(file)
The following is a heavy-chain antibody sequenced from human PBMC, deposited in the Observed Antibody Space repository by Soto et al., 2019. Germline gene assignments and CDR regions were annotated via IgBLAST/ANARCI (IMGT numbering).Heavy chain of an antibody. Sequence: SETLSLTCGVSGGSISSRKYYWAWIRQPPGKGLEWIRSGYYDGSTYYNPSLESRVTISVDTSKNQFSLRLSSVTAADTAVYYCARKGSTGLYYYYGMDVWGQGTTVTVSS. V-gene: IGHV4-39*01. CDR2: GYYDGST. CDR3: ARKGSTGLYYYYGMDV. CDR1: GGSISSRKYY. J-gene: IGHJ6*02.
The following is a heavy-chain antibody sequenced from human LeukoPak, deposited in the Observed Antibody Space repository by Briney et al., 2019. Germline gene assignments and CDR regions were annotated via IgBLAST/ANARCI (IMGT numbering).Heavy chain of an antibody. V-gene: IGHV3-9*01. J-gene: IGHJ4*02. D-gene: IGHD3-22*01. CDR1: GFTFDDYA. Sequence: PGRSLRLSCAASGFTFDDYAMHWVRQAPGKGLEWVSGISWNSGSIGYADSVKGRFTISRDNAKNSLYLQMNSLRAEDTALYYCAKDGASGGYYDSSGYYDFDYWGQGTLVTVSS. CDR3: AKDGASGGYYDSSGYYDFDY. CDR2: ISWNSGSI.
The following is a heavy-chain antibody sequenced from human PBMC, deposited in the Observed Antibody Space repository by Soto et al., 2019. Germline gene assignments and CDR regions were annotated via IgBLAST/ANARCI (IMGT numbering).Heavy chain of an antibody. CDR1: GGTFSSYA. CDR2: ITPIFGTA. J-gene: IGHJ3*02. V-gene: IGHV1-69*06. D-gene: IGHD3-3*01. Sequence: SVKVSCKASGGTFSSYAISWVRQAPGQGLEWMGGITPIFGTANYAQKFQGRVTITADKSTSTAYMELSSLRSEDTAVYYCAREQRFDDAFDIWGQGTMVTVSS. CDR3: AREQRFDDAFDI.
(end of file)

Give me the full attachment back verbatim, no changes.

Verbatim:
The following is a heavy-chain antibody sequenced from human PBMC, deposited in the Observed Antibody Space repository by Soto et al., 2019. Germline gene assignments and CDR regions were annotated via IgBLAST/ANARCI (IMGT numbering).Heavy chain of an antibody. Sequence: SETLSLTCGVSGGSISSRKYYWAWIRQPPGKGLEWIRSGYYDGSTYYNPSLESRVTISVDTSKNQFSLRLSSVTAADTAVYYCARKGSTGLYYYYGMDVWGQGTTVTVSS. V-gene: IGHV4-39*01. CDR2: GYYDGST. CDR3: ARKGSTGLYYYYGMDV. CDR1: GGSISSRKYY. J-gene: IGHJ6*02.
The following is a heavy-chain antibody sequenced from human LeukoPak, deposited in the Observed Antibody Space repository by Briney et al., 2019. Germline gene assignments and CDR regions were annotated via IgBLAST/ANARCI (IMGT numbering).Heavy chain of an antibody. V-gene: IGHV3-9*01. J-gene: IGHJ4*02. D-gene: IGHD3-22*01. CDR1: GFTFDDYA. Sequence: PGRSLRLSCAASGFTFDDYAMHWVRQAPGKGLEWVSGISWNSGSIGYADSVKGRFTISRDNAKNSLYLQMNSLRAEDTALYYCAKDGASGGYYDSSGYYDFDYWGQGTLVTVSS. CDR3: AKDGASGGYYDSSGYYDFDY. CDR2: ISWNSGSI.
The following is a heavy-chain antibody sequenced from human PBMC, deposited in the Observed Antibody Space repository by Soto et al., 2019. Germline gene assignments and CDR regions were annotated via IgBLAST/ANARCI (IMGT numbering).Heavy chain of an antibody. CDR1: GGTFSSYA. CDR2: ITPIFGTA. J-gene: IGHJ3*02. V-gene: IGHV1-69*06. D-gene: IGHD3-3*01. Sequence: SVKVSCKASGGTFSSYAISWVRQAPGQGLEWMGGITPIFGTANYAQKFQGRVTITADKSTSTAYMELSSLRSEDTAVYYCAREQRFDDAFDIWGQGTMVTVSS. CDR3: AREQRFDDAFDI.